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A school board in southeastern Saskatchewan, where many people work in the energy industry, is apologizing after some parents took offence to a Christmas play with an environmental theme.

Last Thursday, children at Oxbow Prairie Horizons School put on a play called Santa Goes Green, where elves, reindeer and Mrs. Claus work to convince Santa about the importance of the environment.

One song in particular, Turn Off the Pump, prompted angry reactions on social media from parents who said the song targeted them and others in the small community.

The director of education for the South East Cornerstone Public School Division says in a statement that it’s sorry “some of the content was found to be disrespectful” to some members of the school community.

Lynn Little says staff chose the play because there was an opportunity for all children to participate, noting the music was “peppy” and there was a belief they would enjoy performing the songs.

Ms. Little says the overall theme focused on recycling and sustainability and the children should be recognized for their efforts.

“At no point was there meant to be a political agenda or an anti-oil and gas industry message,” Ms. Little said in a statement.

“The concert is a staple of the community and is a celebration of children. It is an annual community highlight.”

According to the school’s Facebook page, the play was written by Mac Huff and John Jacobson. Photo art shows Santa in a green suit and Rudolph with a white, compact fluorescent bulb for a nose.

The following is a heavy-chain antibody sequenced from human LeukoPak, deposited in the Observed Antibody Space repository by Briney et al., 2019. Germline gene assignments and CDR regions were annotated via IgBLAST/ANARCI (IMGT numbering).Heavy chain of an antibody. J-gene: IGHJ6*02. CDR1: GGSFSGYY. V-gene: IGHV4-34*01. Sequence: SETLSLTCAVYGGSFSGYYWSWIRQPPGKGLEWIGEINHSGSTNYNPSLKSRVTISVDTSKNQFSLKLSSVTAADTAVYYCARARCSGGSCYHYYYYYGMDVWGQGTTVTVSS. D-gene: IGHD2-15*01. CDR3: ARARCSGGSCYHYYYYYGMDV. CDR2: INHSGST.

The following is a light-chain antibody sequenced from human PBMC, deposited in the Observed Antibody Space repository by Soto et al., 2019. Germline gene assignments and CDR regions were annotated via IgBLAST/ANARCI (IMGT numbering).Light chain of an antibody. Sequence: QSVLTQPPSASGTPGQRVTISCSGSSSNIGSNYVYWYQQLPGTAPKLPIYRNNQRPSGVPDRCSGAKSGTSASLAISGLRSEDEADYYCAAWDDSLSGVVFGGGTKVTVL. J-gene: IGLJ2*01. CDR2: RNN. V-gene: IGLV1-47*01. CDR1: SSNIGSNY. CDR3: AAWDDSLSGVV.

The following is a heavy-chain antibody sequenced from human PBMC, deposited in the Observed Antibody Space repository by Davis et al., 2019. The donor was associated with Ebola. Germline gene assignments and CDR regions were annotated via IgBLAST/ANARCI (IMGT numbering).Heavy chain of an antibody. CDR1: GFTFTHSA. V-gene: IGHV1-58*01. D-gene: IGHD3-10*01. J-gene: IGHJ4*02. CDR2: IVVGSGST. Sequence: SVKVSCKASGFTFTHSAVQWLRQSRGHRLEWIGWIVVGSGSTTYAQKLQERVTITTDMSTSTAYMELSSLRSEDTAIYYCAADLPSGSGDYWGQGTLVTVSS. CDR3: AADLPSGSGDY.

The play has been performed by numerous schools across North America and many of performances are posted on YouTube.

“Turn off the pump and plug in the sleigh, it’s going to be a green holiday,” children sing at the beginning of a song in one online performance.

Further on, children sing: “Nothing at all could this holiday spoil, except for the price of a barrel of oil.

“On this Christmas Eve we’ll give it our all, and juice up the sleigh with pure ethanol.”

The logo on the Town of Oxbow website features an oil pumpjack, and the site notes it’s an area rich in oil.

The Canadian Press sent messages to several people who said online that they were upset with the play, but did not receive comment.

“Considering the state of our industry, it was a kick in the groin to those who are employed by it,” one person posted to Facebook a day after seeing the play.

“Not the kids fault … they smiled and sang and had fun, and the audience was respectful and applauded, but jaw dropping, and hypocritical of the school to allow that, considering all the diesel school buses and all the financial support the school gets from oil industry related people & businesses.”

Some people online also complained that there were picketing penguins in the play. They pointed out that there aren’t penguins at the North Pole.

The school’s principal, Jason Petlak, forwarded inquiries to the school board.

The statement from Ms. Little said the school board “will learn from this event and commit to moving forward.”

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